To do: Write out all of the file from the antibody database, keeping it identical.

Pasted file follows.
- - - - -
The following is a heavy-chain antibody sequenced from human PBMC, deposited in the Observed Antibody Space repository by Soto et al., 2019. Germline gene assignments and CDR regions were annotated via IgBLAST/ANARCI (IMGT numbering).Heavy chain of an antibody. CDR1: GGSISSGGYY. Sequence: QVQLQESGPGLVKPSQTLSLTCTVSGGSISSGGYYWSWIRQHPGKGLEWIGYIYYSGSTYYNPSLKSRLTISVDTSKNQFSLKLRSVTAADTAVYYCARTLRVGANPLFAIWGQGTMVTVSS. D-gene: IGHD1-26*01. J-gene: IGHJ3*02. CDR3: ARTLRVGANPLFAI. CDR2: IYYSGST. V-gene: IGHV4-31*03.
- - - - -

The following is a heavy-chain antibody sequenced from human PBMC, deposited in the Observed Antibody Space repository by Soto et al., 2019. Germline gene assignments and CDR regions were annotated via IgBLAST/ANARCI (IMGT numbering).Heavy chain of an antibody. CDR1: GGSISSGGYY. Sequence: QVQLQESGPGLVKPSQTLSLTCTVSGGSISSGGYYWSWIRQHPGKGLEWIGYIYYSGSTYYNPSLKSRLTISVDTSKNQFSLKLRSVTAADTAVYYCARTLRVGANPLFAIWGQGTMVTVSS. D-gene: IGHD1-26*01. J-gene: IGHJ3*02. CDR3: ARTLRVGANPLFAI. CDR2: IYYSGST. V-gene: IGHV4-31*03.